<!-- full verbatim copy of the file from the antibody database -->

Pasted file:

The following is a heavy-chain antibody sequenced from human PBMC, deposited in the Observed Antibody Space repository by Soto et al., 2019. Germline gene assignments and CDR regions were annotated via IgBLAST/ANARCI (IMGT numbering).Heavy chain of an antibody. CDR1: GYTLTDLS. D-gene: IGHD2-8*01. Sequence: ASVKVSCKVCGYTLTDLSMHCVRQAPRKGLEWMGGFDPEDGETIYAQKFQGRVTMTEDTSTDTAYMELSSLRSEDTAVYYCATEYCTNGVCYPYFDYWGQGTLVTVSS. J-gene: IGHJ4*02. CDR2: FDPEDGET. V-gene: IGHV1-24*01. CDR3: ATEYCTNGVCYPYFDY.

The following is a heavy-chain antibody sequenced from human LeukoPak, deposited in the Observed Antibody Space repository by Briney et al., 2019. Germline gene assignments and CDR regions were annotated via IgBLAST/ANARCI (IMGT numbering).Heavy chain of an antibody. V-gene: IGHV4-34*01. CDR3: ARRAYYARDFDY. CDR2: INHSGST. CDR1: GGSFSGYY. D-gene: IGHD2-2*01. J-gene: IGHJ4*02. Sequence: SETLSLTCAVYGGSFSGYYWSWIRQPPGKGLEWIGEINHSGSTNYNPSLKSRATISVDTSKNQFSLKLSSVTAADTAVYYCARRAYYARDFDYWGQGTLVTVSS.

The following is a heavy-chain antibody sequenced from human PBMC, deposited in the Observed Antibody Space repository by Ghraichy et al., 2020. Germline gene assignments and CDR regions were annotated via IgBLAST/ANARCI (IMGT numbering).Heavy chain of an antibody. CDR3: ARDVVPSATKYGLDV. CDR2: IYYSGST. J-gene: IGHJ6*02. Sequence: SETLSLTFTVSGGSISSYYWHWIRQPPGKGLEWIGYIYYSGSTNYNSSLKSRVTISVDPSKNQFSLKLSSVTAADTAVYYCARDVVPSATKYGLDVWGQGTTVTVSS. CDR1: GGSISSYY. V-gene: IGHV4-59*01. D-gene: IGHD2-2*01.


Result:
The following is a heavy-chain antibody sequenced from human PBMC, deposited in the Observed Antibody Space repository by Soto et al., 2019. Germline gene assignments and CDR regions were annotated via IgBLAST/ANARCI (IMGT numbering).Heavy chain of an antibody. CDR1: GYTLTDLS. D-gene: IGHD2-8*01. Sequence: ASVKVSCKVCGYTLTDLSMHCVRQAPRKGLEWMGGFDPEDGETIYAQKFQGRVTMTEDTSTDTAYMELSSLRSEDTAVYYCATEYCTNGVCYPYFDYWGQGTLVTVSS. J-gene: IGHJ4*02. CDR2: FDPEDGET. V-gene: IGHV1-24*01. CDR3: ATEYCTNGVCYPYFDY.

The following is a heavy-chain antibody sequenced from human LeukoPak, deposited in the Observed Antibody Space repository by Briney et al., 2019. Germline gene assignments and CDR regions were annotated via IgBLAST/ANARCI (IMGT numbering).Heavy chain of an antibody. V-gene: IGHV4-34*01. CDR3: ARRAYYARDFDY. CDR2: INHSGST. CDR1: GGSFSGYY. D-gene: IGHD2-2*01. J-gene: IGHJ4*02. Sequence: SETLSLTCAVYGGSFSGYYWSWIRQPPGKGLEWIGEINHSGSTNYNPSLKSRATISVDTSKNQFSLKLSSVTAADTAVYYCARRAYYARDFDYWGQGTLVTVSS.

The following is a heavy-chain antibody sequenced from human PBMC, deposited in the Observed Antibody Space repository by Ghraichy et al., 2020. Germline gene assignments and CDR regions were annotated via IgBLAST/ANARCI (IMGT numbering).Heavy chain of an antibody. CDR3: ARDVVPSATKYGLDV. CDR2: IYYSGST. J-gene: IGHJ6*02. Sequence: SETLSLTFTVSGGSISSYYWHWIRQPPGKGLEWIGYIYYSGSTNYNSSLKSRVTISVDPSKNQFSLKLSSVTAADTAVYYCARDVVPSATKYGLDVWGQGTTVTVSS. CDR1: GGSISSYY. V-gene: IGHV4-59*01. D-gene: IGHD2-2*01.